Mole voted animal of the year 2020

17.08.20 -

Wildlife foundation seeks greater acceptance for the useful animal

The German Wildlife Foundation is dedicated to protect domestic wild animals, their habitats and their variety of species. The donors to this foundation choose an animal every year, aiming to push it into the focus of the public eye. For the year 2020, the foundations choice is the European Mole (Talpa europaea). Its nomination intends to highlight the important function of the useful animal for the ecological balance in the soil.

Perfect adaption to the digging way of life

With its cylindrical body, pointed snout and broad shovel paws, the mole is perfectly adapted to the digging lifestyle underground. Although his eyesight is not so good - even though he is not as blind as the saying goes – he can effortlessly orientate beneath the earth. His lack of sight is well compensated for by his highly sensitive tactile sense. The mole gets the necessary orientation via highly sensitive tactile hairs on his snout and tail, as well as via a special sensory-motor organ inside his trunk-like nose. Moles are the only known animals to have this so-called “Eimer’s organ” which allows them to detect even the slightest vibrations in the ground. Also, the fact that the hairs on its thick black fur are not “stiff”, but bendable in all directions, allows them to move around inside the earth tunnels, which they dig tirelessly – in forward and also in reverse mode. In doing so, the mole is doing the environment a big favour, because wherever he digs, the soil loosens, becomes airy and free of pests, such as snails or larvae, which they prefers to eat along with earthworms. Even voles are not tolerated in the mole territory and are quickly banished from the tunnels they use. So that is why the Mole is a useful species, and it’s long time survival is a necessity.

The mole as a well-known trademark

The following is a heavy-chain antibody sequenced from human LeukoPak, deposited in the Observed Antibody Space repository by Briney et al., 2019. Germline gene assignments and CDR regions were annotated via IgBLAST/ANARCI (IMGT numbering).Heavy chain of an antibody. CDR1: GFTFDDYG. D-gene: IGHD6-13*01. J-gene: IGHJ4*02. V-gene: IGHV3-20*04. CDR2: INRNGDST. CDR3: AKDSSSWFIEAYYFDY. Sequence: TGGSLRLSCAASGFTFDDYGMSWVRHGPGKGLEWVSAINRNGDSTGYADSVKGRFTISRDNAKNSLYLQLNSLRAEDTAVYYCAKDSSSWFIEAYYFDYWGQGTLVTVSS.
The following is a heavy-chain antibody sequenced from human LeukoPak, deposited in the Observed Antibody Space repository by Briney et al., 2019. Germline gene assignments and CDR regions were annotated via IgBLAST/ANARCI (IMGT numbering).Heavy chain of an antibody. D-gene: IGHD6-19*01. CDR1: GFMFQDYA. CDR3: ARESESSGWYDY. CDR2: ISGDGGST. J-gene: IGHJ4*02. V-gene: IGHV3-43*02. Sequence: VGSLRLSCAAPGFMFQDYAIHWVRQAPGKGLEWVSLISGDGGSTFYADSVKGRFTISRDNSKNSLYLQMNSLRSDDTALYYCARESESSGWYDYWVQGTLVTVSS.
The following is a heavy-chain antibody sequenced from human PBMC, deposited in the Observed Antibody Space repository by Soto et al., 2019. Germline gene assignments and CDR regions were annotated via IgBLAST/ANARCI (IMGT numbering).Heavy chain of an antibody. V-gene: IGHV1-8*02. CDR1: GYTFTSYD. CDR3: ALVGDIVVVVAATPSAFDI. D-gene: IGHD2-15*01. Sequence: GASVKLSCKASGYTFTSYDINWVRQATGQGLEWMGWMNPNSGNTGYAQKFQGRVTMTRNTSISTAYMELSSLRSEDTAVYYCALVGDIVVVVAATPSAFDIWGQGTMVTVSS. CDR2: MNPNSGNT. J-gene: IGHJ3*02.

For TRACTO-TECHNIK, the mole is also an immensely important animal. More than four decades ago, while looking for an expressive symbol for the GRUNDOMAT soil displacement hammer, the small excavation artist quickly came to mind. The similarities are obvious: The mole digs tunnels, the soil displacement hammer bores holes. Both work virtually blind underground. For both the front end is decisive for a target-precise advance movement – whereas the sensitive tactile hairs on the snout are important for the mole, the movable head is the same for the soil displacement hammer. Both animal and machine are equally robust, reliable and quick. This is how the “Mauli” was designed and registered as a trademark. Since then, the hardworking tunnel builder has enjoyed great popularity in the civil engineering branch. The trademark of TRACTO-TECHNIK has remained unchanged to this day and now even represents trechless technologies as a whole – it is not fo nothing one speaks of “moling technology”.

More appreciation for the mole

Moles can cause a lot of disturbance in fields and meadows with their digging antics and although the species is not endangered, they are still a target for hunting. The German Wildlife Foundation is therefore trying to promote more appreciation of the species particularly as there is a diminishing amount of land they can live in, with the constant development of the countryside. “Due to their ecological function, their special characteristics and optimal adaption to a changing habitation, Hilmar Freiherr von Munchhausen, Managing Director of the German Wildlife Foundation, has decided that the European Mole deserves the award of “Animal of the Year 2020”.

For anybody still wanting to drive the mole out of the garden, the Nature Protection Federation NABU recommends the use of gentle methods, which make use of the fine smell and hearing sense of the animal. They suggest knocking wooden stakes into the mole piles and banging on them as often as possible, until the mole moves away to a quieter area. Or if you consider yourself a ‘bit of a cook’, you can alternatively prepare a broth from tree branches, elderberry or garlic and pour it into the tunnel passageways in smaller quantities, until the smell drives it away. If that does not help then the only other option is to be tolerant and hope for a peaceful co-existence. This has advantages for both man and beast! The earth dug up can be a nutritious and free natural fertilizer for flowerbeds and the useful animal has room to live. “Anybody wanting to help the mole has to just accept the hills and enjoy a more naturalistic garden”, states Munchhausen. We can only agree with that.



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